Is a Slate Roof a Good Investment?
An expertly installed slate roof can provide decades of superior protection for your home. Some slate roofs have lasted 100 years. Older types of slate roofs that are still in use in the United States today are sea-green slate, purple slate (typically from Vermont), Pennsylvania black slate, New York red slate, and Monson slate quarried in the state of Maine.
Slate Roof Installation Requires Expertise
Contractors and homeowners warn that poor installation of your slate roof can be costly. These are five common mistakes you don't want to make:
- Hiring a contractor without expertise in using slate
- Using sub-quality, foreign slate with a poor track record of durability and life-span
- Failure to use a three or four-inch headlap when laying the front line of slate, exposing the roof or fascia to damaging water
- Using inappropriate flashings for use with slate, (or sub-par nails--copper, hot-dipped galvanized, or stainless nails are recommended) resulting in slate tiles sliding off the roof
- Hodgepodge or slipshod patterns in laying down slate roof tiles, causing leaks and rot
Modern Hybrid Slate Roof Installation
Hybrids are a modern advancement in slate roof installation. This method uses a moisture membrane and self-adhering rubber mat that attaches to the sub-roof prior to installing the slate tiles. Homeowners report that hybrids show greater resistance to the elements, and at the same time use up to 40 percent less slate tiles to protect the roof.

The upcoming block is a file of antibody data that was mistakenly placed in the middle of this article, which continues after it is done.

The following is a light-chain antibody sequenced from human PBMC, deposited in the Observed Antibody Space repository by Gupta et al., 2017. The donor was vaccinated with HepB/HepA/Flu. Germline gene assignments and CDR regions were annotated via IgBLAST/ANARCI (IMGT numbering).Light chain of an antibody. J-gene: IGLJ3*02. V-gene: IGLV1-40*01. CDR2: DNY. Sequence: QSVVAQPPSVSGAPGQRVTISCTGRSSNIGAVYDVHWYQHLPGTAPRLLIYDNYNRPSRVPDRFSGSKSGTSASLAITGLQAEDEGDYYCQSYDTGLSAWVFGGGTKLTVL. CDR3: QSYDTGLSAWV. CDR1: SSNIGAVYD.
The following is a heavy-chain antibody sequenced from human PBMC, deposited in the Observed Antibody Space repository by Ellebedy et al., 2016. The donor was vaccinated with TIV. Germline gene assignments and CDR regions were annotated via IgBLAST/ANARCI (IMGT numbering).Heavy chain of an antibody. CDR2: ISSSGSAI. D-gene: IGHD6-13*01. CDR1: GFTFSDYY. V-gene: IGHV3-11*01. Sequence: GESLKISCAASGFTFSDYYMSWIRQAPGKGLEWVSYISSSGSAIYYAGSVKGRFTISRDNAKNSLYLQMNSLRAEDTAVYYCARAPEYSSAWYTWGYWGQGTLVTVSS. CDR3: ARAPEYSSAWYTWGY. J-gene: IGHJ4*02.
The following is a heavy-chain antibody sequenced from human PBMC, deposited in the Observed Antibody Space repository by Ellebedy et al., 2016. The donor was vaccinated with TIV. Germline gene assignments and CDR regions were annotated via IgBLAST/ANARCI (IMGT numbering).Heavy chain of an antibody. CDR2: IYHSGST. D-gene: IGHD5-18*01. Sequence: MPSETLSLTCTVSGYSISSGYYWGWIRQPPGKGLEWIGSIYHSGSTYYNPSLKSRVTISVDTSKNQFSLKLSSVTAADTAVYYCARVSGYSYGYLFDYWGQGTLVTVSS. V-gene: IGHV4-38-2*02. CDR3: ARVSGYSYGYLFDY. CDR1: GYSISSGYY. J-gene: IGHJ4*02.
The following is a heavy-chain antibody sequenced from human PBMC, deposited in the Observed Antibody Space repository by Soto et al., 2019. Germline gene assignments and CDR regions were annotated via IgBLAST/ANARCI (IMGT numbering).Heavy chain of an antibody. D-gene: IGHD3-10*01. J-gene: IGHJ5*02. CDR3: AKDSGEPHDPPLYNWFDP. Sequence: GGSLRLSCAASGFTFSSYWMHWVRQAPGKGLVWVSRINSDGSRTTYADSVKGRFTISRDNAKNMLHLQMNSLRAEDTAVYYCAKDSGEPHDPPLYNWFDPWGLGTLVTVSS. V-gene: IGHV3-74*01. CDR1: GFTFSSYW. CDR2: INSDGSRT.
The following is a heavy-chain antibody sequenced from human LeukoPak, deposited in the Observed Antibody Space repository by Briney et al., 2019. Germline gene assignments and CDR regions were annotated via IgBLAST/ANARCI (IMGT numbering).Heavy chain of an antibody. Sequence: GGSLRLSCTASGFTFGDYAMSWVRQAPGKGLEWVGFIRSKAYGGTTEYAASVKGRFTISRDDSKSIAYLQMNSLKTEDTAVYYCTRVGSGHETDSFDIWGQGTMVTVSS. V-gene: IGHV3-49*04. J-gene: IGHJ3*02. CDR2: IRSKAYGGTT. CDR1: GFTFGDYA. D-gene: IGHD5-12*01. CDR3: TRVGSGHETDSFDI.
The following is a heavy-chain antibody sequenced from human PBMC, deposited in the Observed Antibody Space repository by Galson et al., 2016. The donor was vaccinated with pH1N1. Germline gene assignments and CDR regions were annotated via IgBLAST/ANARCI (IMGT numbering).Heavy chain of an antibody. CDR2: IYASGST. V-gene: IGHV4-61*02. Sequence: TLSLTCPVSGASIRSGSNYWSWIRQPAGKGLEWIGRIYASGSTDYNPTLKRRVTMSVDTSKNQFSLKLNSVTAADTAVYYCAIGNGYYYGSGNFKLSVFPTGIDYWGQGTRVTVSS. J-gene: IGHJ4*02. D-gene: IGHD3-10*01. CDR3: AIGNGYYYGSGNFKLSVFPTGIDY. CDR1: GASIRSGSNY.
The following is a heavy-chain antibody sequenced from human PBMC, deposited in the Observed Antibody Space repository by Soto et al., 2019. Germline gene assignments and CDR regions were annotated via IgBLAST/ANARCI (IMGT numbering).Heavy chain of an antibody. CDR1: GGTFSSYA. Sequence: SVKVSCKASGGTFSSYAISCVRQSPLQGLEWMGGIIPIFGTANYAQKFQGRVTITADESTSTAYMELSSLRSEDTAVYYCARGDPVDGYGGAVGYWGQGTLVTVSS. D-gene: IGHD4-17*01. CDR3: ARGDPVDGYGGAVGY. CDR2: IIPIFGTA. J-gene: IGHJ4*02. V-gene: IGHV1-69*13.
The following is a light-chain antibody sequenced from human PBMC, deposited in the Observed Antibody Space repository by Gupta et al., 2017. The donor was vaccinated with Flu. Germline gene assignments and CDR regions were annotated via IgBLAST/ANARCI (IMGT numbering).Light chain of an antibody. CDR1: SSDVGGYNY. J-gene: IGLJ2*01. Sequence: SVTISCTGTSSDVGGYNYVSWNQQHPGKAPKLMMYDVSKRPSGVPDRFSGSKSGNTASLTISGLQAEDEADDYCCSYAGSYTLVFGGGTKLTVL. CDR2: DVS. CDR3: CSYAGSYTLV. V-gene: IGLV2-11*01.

Slate Roof Alternatives
Imitation slate roofs are cheaper to install, but can significantly alter the character or value of a historic home where a slate roof had been installed initially. If that's not your concern, you might consider asphalt shingles, concrete, clay tiles, or cement alternatives. However, if the cost of real slate concerns you, don't be surprised if alternative materials cost just as much--or more.
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Asphalt Shingle Roofing
Asphalt shingles are the most commonly used roofing material in North America mainly because they are economical and versatile, work well on steep-sloped roofs, are sunlight and weather resistant, require little-to-no maintenance and are reasonably priced. In addition, asphalt shingles are also easy to cut, fasten, and fit, as well as being compatible with many different kinds of flashing and edging products.
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